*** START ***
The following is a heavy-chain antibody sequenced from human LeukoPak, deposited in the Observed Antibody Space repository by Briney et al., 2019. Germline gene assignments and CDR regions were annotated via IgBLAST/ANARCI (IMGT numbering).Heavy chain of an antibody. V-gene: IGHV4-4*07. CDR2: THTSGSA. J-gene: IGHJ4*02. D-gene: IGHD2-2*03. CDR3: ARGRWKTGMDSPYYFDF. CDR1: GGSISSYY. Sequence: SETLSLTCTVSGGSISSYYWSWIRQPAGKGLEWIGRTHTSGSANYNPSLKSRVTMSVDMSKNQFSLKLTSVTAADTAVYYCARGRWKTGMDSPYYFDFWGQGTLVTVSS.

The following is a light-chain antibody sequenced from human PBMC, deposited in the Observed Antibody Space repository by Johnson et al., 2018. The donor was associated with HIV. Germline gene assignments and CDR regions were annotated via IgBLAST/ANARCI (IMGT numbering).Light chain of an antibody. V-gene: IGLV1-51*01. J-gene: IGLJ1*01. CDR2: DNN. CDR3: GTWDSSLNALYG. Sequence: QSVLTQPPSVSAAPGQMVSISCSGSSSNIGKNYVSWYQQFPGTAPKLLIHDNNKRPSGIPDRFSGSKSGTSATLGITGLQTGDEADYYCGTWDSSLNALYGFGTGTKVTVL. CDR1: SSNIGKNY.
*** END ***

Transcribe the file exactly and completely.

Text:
The following is a heavy-chain antibody sequenced from human LeukoPak, deposited in the Observed Antibody Space repository by Briney et al., 2019. Germline gene assignments and CDR regions were annotated via IgBLAST/ANARCI (IMGT numbering).Heavy chain of an antibody. V-gene: IGHV4-4*07. CDR2: THTSGSA. J-gene: IGHJ4*02. D-gene: IGHD2-2*03. CDR3: ARGRWKTGMDSPYYFDF. CDR1: GGSISSYY. Sequence: SETLSLTCTVSGGSISSYYWSWIRQPAGKGLEWIGRTHTSGSANYNPSLKSRVTMSVDMSKNQFSLKLTSVTAADTAVYYCARGRWKTGMDSPYYFDFWGQGTLVTVSS.

The following is a light-chain antibody sequenced from human PBMC, deposited in the Observed Antibody Space repository by Johnson et al., 2018. The donor was associated with HIV. Germline gene assignments and CDR regions were annotated via IgBLAST/ANARCI (IMGT numbering).Light chain of an antibody. V-gene: IGLV1-51*01. J-gene: IGLJ1*01. CDR2: DNN. CDR3: GTWDSSLNALYG. Sequence: QSVLTQPPSVSAAPGQMVSISCSGSSSNIGKNYVSWYQQFPGTAPKLLIHDNNKRPSGIPDRFSGSKSGTSATLGITGLQTGDEADYYCGTWDSSLNALYGFGTGTKVTVL. CDR1: SSNIGKNY.